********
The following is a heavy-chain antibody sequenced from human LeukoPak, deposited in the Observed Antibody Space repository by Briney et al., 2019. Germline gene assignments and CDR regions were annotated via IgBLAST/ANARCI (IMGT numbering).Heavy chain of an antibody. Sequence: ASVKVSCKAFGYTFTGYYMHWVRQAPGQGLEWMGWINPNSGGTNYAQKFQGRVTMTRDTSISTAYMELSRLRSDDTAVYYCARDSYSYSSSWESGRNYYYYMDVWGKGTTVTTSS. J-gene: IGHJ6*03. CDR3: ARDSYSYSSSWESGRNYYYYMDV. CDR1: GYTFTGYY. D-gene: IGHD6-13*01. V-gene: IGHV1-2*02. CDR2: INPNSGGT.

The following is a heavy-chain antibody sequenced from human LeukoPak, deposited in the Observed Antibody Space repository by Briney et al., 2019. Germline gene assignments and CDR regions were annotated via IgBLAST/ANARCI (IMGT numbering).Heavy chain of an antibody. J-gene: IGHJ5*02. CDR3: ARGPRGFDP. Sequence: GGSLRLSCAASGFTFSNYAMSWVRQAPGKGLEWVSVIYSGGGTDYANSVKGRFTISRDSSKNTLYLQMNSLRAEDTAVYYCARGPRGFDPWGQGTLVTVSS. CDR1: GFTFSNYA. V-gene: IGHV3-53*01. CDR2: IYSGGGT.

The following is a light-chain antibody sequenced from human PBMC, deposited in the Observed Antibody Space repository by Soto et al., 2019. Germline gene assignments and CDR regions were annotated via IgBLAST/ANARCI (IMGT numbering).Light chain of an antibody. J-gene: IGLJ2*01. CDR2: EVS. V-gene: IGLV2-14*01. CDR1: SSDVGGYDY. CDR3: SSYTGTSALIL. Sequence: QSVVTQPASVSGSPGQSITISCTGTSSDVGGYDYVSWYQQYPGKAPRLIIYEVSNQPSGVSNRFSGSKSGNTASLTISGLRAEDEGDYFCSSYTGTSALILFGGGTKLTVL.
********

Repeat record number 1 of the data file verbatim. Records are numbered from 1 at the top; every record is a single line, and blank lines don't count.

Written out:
The following is a heavy-chain antibody sequenced from human LeukoPak, deposited in the Observed Antibody Space repository by Briney et al., 2019. Germline gene assignments and CDR regions were annotated via IgBLAST/ANARCI (IMGT numbering).Heavy chain of an antibody. Sequence: ASVKVSCKAFGYTFTGYYMHWVRQAPGQGLEWMGWINPNSGGTNYAQKFQGRVTMTRDTSISTAYMELSRLRSDDTAVYYCARDSYSYSSSWESGRNYYYYMDVWGKGTTVTTSS. J-gene: IGHJ6*03. CDR3: ARDSYSYSSSWESGRNYYYYMDV. CDR1: GYTFTGYY. D-gene: IGHD6-13*01. V-gene: IGHV1-2*02. CDR2: INPNSGGT.